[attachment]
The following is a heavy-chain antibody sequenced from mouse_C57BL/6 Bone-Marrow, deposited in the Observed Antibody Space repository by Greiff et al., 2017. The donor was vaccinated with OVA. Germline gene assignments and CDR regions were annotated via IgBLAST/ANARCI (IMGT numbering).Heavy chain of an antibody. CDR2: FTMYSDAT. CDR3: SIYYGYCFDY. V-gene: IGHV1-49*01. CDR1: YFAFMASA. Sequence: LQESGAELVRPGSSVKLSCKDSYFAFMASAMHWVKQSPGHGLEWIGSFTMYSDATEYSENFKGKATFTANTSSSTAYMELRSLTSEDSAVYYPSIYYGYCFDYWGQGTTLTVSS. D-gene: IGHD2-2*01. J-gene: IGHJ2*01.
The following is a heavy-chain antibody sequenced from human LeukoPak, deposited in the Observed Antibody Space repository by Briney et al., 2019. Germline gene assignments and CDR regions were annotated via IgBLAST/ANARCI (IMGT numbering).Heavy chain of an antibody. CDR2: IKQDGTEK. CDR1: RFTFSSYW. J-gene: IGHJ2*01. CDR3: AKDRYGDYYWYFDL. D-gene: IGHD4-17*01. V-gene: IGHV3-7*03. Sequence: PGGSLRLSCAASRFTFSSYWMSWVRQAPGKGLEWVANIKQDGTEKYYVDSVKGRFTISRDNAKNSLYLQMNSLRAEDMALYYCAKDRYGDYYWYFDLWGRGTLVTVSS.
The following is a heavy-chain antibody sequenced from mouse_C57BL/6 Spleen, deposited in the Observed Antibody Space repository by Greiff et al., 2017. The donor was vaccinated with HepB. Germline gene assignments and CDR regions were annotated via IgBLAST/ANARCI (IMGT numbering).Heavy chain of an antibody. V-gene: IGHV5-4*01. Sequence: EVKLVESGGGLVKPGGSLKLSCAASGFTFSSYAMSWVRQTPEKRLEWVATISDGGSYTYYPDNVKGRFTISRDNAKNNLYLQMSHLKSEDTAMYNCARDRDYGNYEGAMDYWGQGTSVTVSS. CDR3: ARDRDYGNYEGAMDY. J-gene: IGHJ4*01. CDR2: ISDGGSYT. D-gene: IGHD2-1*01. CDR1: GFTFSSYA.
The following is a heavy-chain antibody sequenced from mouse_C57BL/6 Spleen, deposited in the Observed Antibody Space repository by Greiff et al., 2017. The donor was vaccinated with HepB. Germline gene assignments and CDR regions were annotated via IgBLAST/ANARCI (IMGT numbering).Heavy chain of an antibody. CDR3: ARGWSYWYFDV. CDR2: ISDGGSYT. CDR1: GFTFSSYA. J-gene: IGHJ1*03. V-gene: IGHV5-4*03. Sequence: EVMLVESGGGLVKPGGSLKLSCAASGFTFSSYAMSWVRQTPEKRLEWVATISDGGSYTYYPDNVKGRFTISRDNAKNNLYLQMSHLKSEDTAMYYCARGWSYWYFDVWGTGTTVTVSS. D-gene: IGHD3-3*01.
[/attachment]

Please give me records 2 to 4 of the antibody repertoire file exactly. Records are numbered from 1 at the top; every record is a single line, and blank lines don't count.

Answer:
The following is a heavy-chain antibody sequenced from human LeukoPak, deposited in the Observed Antibody Space repository by Briney et al., 2019. Germline gene assignments and CDR regions were annotated via IgBLAST/ANARCI (IMGT numbering).Heavy chain of an antibody. CDR2: IKQDGTEK. CDR1: RFTFSSYW. J-gene: IGHJ2*01. CDR3: AKDRYGDYYWYFDL. D-gene: IGHD4-17*01. V-gene: IGHV3-7*03. Sequence: PGGSLRLSCAASRFTFSSYWMSWVRQAPGKGLEWVANIKQDGTEKYYVDSVKGRFTISRDNAKNSLYLQMNSLRAEDMALYYCAKDRYGDYYWYFDLWGRGTLVTVSS.
The following is a heavy-chain antibody sequenced from mouse_C57BL/6 Spleen, deposited in the Observed Antibody Space repository by Greiff et al., 2017. The donor was vaccinated with HepB. Germline gene assignments and CDR regions were annotated via IgBLAST/ANARCI (IMGT numbering).Heavy chain of an antibody. V-gene: IGHV5-4*01. Sequence: EVKLVESGGGLVKPGGSLKLSCAASGFTFSSYAMSWVRQTPEKRLEWVATISDGGSYTYYPDNVKGRFTISRDNAKNNLYLQMSHLKSEDTAMYNCARDRDYGNYEGAMDYWGQGTSVTVSS. CDR3: ARDRDYGNYEGAMDY. J-gene: IGHJ4*01. CDR2: ISDGGSYT. D-gene: IGHD2-1*01. CDR1: GFTFSSYA.
The following is a heavy-chain antibody sequenced from mouse_C57BL/6 Spleen, deposited in the Observed Antibody Space repository by Greiff et al., 2017. The donor was vaccinated with HepB. Germline gene assignments and CDR regions were annotated via IgBLAST/ANARCI (IMGT numbering).Heavy chain of an antibody. CDR3: ARGWSYWYFDV. CDR2: ISDGGSYT. CDR1: GFTFSSYA. J-gene: IGHJ1*03. V-gene: IGHV5-4*03. Sequence: EVMLVESGGGLVKPGGSLKLSCAASGFTFSSYAMSWVRQTPEKRLEWVATISDGGSYTYYPDNVKGRFTISRDNAKNNLYLQMSHLKSEDTAMYYCARGWSYWYFDVWGTGTTVTVSS. D-gene: IGHD3-3*01.